Wednesday, September 28, 2022

Academic hiring

This is Joseph.

Just the public part of this Substack post by Ilya Shapiro is amazing. Like how disconnected do you need to be from academic hiring to make this complaint:

The idea that the diversity piece might have been what sank his application ignores his CV. Honorary fellow at the University of Mississippi and adjunct teacher at George Washington University Law School from 2005 to 2007. Now he has published books ad done a lot of think tank work so it might not be silly to have had his name in the pool. But he was approached by a faculty member on on the search committee and had limited academic experience. That lack of institutional academic experience was far more likely than the diversity statement of the competing candidates to have been decisive. 

That said, that he was never given a rejection letter is just rude. Sadly, not sending rejection letters is common in academia but also clearly something that we should do a lot better about. 

That said, we are not talking about a person who has been driven into destitution by these decisions. For example, the Georgetown position he declined ended up getting him a national speaking tour about free speech, so I'd say he ended up doing ok. Even if it is a bit too easy to point out the contradiction between "I have been silenced" and "I am on a national speaking tour":

I mean it is fine for Ilya to complain about how things have worked out for him professionally. I think all of us have had our professional disappointments and we have all had job that ended up not being good fits for us that we had wanted in the abstract (before the bad stuff became clear). But I also think that we need to be clear that he ended up with a prominent and important job that is probably more desirable than law school Dean. Or, if not, it is hardly a major step down from it. 

And that brings me to my final thought here. There is an odd reaction in modern right-wing circles to being able to "dish it out but not take it". See Radley Balko (hardly a left-wing flower):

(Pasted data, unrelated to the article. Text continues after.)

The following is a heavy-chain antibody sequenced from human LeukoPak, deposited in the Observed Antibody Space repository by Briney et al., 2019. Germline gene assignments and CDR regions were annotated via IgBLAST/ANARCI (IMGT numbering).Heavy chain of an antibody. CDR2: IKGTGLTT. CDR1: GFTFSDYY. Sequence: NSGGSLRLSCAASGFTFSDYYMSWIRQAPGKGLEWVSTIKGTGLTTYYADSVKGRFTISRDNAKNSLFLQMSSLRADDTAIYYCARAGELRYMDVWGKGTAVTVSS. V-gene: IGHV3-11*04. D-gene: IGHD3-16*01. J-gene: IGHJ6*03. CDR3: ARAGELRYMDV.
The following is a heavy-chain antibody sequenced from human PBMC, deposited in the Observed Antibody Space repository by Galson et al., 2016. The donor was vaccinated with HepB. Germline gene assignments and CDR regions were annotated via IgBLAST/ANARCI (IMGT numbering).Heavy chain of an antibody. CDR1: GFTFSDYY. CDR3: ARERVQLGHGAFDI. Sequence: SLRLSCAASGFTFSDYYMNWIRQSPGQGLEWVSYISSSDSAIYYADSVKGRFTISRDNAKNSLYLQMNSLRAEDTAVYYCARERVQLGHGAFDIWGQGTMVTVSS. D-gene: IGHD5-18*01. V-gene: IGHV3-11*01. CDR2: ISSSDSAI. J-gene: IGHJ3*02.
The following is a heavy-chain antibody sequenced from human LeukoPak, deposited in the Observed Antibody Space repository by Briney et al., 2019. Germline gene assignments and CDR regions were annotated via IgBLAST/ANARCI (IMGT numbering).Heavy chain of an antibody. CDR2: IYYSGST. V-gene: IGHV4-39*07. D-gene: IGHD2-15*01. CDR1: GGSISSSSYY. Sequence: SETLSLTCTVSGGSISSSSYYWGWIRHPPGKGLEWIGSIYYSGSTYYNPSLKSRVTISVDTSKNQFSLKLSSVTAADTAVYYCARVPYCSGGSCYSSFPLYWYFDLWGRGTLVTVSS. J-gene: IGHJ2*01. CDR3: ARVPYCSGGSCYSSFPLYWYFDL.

Now it is perfectly fine to have emotion-based opinions on different nominees for the supreme court; it is an important institution and strong feelings over life-time appointments are sensible. But freedom to speak does not mean freedom from criticism and a person with strong and polarizing opinions shouldn't be surprised when they elicit strong reactions from others. 

So, to summarize, the failure to be hired on one's first try as a law school Dean is not an exceptional or unexpected outcome. I have failed many, many job searches in my academic life and that is as a person focused on that pathway. Dozens and dozens of hours have led to form letters and or silence from a prospective employer, even when there were people at the institution would would have liked to hire me. We can be glad that Ilya Shapiro ended up with a job he appears to enjoy and that lets him continue to advance his views, even if I find them quite disagreeable myself. But in no way does this make him a martyr to the culture wars. Instead, it is just the sad state of academic hiring. 

Just look at people like Ashley Ruba who do a ton of outreach on AltAc (alternative to academia) jobs for highly educated professionals and you can see many stories of people with impressive skills choosing to do an non-academic career, just because academia is a challenging place to have a career right now. Rather than the story of an exceptional, it is just a normal tale of people finding alternative careers outside of the academy. 

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